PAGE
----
Though I do wonder if the little Gothic fantasies of Catherine might supersede the perfection of Austenland. These are not only hilarious, I think they are the key to the dramatization of Northanger Abbey. It's not just that seeing Catherine actually dressed up as the heroine she wishes herself to be pursued by villains is perfection, it's that these overacted vignettes show perfectly her overactive imagination and how she is later able to suspect Henry's father of murder. What's more they perfectly capture the tone Austen was aiming for in her parodying of Gothic literature. Northanger Abbey was written from a place of mocking love, you can see Austen herself has read and devoured these novels from Mrs. Radcliffe and Lewis, how else could she know them so well to then poke fun of them? Yet as I myself proved on my first reading, I was naive to what she was parodying and therefore was unable to understand the brilliance of the book. There dramatization of Catherine's daydreams coupled with excerpts from the actual books referenced by Austen gives the viewer a quick grounding in the genre and then moves onward to parodying that genre. Therefore Davies has made Northanger Abbey able to stand on it's own. Context while nice isn't necessary if this is your first exposure to Austen. If only this adaptation had existed when I first read Northanger Abbey I would have come around to loving it so much soon!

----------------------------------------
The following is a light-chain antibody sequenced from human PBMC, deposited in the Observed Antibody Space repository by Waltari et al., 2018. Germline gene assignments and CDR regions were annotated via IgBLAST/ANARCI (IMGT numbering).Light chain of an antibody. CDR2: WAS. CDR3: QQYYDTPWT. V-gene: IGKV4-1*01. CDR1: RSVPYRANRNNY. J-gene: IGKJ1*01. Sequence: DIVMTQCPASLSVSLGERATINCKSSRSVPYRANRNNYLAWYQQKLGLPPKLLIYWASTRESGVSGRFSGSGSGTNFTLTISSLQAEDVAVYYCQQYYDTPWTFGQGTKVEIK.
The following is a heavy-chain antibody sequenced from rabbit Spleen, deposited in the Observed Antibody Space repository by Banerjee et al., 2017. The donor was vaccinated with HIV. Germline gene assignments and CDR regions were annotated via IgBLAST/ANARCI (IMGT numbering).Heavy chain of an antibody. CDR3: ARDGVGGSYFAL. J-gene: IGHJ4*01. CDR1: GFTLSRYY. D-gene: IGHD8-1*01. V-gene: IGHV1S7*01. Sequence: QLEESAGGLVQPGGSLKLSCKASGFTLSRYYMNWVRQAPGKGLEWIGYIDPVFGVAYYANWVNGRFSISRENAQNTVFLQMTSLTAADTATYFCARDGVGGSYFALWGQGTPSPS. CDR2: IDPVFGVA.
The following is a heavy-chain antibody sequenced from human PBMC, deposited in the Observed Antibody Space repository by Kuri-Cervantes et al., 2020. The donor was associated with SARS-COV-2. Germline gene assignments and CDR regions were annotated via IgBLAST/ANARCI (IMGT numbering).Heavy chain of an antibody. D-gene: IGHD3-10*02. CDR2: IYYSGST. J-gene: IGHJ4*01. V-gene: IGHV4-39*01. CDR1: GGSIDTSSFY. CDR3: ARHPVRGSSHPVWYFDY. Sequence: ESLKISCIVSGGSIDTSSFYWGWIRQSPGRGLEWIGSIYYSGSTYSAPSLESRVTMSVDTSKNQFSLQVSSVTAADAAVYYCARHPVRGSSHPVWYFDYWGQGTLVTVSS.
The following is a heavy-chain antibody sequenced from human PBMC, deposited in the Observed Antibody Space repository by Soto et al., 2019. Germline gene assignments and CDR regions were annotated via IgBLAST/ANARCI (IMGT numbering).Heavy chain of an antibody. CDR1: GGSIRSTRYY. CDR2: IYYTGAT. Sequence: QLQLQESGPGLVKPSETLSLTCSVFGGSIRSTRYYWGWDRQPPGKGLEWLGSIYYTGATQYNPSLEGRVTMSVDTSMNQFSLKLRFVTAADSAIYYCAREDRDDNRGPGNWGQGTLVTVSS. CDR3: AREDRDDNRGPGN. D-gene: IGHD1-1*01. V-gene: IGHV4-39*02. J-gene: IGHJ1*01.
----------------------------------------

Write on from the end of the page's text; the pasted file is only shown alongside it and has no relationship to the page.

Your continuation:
The only thing I really question about this adaptation is did Isabella really have sex with Captain Fredrick Tilney, Henry's older brother, in order to secure an engagement to him? In the edition of Northanger Abbey I recently re-read the introduction was penned by Andrew Davies and he says that Isabella's seduction and therefore her fall from polite society is supported in the text. But is it? In his adaptation of Sense and Sensibility Andrew Davies had Colonel Brandon and Willoughby duel. I of course thought this was creative license along the lines of a certain wet shirt. But if you read Sense and Sensibility knowing that a duel occurs, sure enough, it's not an exaggeration, it is supported by the text. There is a line where Colonel Brandon tells Elinor that he dueled Willoughby when recounting his sad history with Eliza. So knowing that Andrew Davies was right on the duel I was expecting to find him right on the seduction... but I at least didn't see that in the book. Catherine is away from Bath so we as readers are away from the action. So we see Isabella flirting with Captain Tilney and then Catherine gets a letter from Isabella asking for Catherine to help repair the breach with her brother and former fiance James Moreland. While Isabella's desire to return to James might seem out of character I don't think we can infer that she was trying to get back her old beau in a hurry because she was despoiled and possibly pregnant. After all the conditions under which their marriage was to take place figured in a two year engagement. So if I'm missing some key in the text I want to know! Otherwise I think it's all Davies and his desire to add a little more explicit sex to Austen.